But that isn’t how the world is right now. Our economic system doesn’t actively encourage slavery, so why bring it back? To further level the playing field. A truly fair society is one where everyone is on an even playing field, not one where some make more than others and can later lord that over others. This isn’t anything too radical; it’s not even suggesting a move to a fully slave based society. Studly, it’s a fairness thing. Obviously, we can’t pretend that everyone is going to be on the exact same level when slavery is introduced, but we get close. Quite honestly, it just makes economic sense. If we relegate an already lower tier of citizens – the homeless – to slavery, the boom the economy would experience would be unprecedented and everyone can be a bit more competitive with each other and the rest of the world stage. And all homeless people could all be on a same playing field as each other, as opposed to fighting amongst themselves for limited resources. It’s fair and economical for all involved.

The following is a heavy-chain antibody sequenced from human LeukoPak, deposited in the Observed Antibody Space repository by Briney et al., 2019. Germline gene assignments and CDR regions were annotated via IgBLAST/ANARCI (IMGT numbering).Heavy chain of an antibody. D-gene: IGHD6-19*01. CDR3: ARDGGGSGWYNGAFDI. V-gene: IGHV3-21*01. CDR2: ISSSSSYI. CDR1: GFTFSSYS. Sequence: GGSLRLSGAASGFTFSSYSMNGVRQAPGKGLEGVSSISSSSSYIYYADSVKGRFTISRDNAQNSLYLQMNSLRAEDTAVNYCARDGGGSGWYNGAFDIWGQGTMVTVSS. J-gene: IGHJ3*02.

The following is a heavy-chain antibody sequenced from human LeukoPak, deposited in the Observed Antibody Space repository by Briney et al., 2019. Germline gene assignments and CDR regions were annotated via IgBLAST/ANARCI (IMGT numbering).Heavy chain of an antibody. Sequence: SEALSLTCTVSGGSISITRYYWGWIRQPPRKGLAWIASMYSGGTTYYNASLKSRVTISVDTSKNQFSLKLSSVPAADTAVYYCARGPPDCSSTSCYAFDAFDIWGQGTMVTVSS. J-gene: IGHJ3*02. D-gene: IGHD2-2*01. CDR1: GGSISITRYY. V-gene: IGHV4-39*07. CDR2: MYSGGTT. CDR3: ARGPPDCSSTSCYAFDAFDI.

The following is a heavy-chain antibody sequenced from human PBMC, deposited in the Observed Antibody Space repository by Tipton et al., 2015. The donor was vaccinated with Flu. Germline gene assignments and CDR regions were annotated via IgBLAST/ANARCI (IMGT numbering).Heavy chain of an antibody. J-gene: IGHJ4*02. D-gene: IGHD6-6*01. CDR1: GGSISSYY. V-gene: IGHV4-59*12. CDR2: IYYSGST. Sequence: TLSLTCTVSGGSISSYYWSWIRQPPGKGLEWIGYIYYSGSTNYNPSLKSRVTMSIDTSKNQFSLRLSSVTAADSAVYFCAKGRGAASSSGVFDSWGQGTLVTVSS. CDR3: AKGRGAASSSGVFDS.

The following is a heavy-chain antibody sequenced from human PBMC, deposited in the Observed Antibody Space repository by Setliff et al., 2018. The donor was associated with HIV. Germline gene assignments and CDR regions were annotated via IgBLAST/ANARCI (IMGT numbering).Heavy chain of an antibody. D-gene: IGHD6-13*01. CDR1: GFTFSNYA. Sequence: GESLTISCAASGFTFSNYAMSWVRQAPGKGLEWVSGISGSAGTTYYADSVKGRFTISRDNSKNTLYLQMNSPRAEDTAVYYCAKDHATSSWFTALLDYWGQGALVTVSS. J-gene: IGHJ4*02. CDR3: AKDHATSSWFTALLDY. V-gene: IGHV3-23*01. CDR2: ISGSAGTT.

The homeless have a problem right now. There are only so many bridges to sleep under and only so much generosity we can give them. But just imagine the problems that would be solved by registering them as slaves. They include:

  • Providing shelter for the homeless
  • Providing food for the homeless; You’re not just going to let your slaves starve!
  • Give a homeless life meaning
  • Stimulate the economy; free labor will drastically boost and speed up economic growth
  • Cheaper goods; now that input costs have been reduced so much, the price to make goods goes down